C-Therm Blog

Using Thermal Conductivity in Thermal Barrier Coating Design

Thermal barrier coatings (TBCs) are used widely in the aviation, aerospace, and automotive sectors to manage the hazards posed by exhaust heat.  These materials are used to provide thermal insulation to and prolong the service of hot section metal engine components – particularly in aviation, where fuel burns at temperatures of up to 2000 °C and the metal engine components begin to melt around 1200 °C, these components are necessary to the safe operation of the engine.
 
An ideal TBC is a material with a relatively low thermal conductivity, high toughness even at elevated temperatures, without much sintering behavior at operational temperatures after application and without any phase changes in its operational temperature range. Many TBC applications also require the material to be refractory.  The existing state-of-the-art material is a form of yttria-stabilized zirconia (YSZ). YSZ is a refractory material with a thermal conductivity which is highly dependent upon yttria loading, sintering conditions, and morphology, which makes it tunable to the application. However, YSZ has some critical flaws as a TBC material at very high temperature applications: It has well-characterized sintering and phase-change behavior above 1200°C, which renders it unsuitable above that temperature. In aviation, this poses a challenge as it is well known that engine efficiency is optimal at firing temperatures on the order of 1350 °C – 1425 °C. Improving jet engine efficiency thus requires a TBC material capable of withstanding temperatures in excess of 1400 °C. There is considerable research interest in developing ceramics appropriate for use as TBCs in high-temperature advanced jet engine operations.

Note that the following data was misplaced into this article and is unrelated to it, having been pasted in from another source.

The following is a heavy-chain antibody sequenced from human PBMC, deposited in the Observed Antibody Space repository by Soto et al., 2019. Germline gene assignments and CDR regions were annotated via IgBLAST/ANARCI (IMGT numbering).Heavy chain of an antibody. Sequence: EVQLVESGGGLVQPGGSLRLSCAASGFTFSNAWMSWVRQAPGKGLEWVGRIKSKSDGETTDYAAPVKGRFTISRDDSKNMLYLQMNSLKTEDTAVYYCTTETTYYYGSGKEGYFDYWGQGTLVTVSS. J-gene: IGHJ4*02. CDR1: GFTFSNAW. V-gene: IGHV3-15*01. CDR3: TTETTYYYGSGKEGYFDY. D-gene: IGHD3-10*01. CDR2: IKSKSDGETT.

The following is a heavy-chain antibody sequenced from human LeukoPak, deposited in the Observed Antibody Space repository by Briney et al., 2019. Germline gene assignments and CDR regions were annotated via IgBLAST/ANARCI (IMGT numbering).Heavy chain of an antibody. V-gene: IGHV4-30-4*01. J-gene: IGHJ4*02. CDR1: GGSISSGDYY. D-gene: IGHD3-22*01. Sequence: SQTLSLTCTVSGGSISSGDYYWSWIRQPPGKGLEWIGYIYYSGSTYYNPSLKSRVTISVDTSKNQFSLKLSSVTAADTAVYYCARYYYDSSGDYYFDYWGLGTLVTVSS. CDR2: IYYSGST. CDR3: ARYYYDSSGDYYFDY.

A newer material under study by the TBC field is LaTi2Al9O19, commonly called LTA. It is widely known to have excellent phase stability up to 1600 °C and thermochemical stability. However, it possesses low fracture toughness, which makes it inappropriate for high-cycling applications such as aviation.
Figure 1. C-Therm TCi Thermal Conductivity Analyzer.
 
Researchers from the UCL Institute for Materials Discovery at the University College London recently published work in Scripta Materialia concerning the development of a TBC material at temperatures up to 1500°C. Using a combination of LTA and 4% YSZ (4YSZ), they were able to develop a new composite ceramic.  In comparison with LTA, their composite has a lower coefficient of thermal expansion, superior harness, and comparable Young’s modulus. They used the C-Therm TCi Thermal Conductivity Analyzer, based upon the patented Modified Transient Plane Source (MTPS) thermal conductivity analysis technique, to measure how their novel composite ceramic compared with two control samples.
 
Figure 2. Thermal conductivity comparison of LTA, 4YSZ, and LTA-4YSZ composite.
 
As seen in Figure 2, the thermal conductivity of the LTA-4YSZ composite is less than that of either of the component materials the composite was formed from – meaning the composite is likely to have superior TBC performance. The authors suggest phonon scattering may be responsible for the reduction in heat transfer efficiency.
 
To read more about this work, including details on composite synthesis and the exact results from the other analysis methodologies applied to these materials, please purchase the paper here

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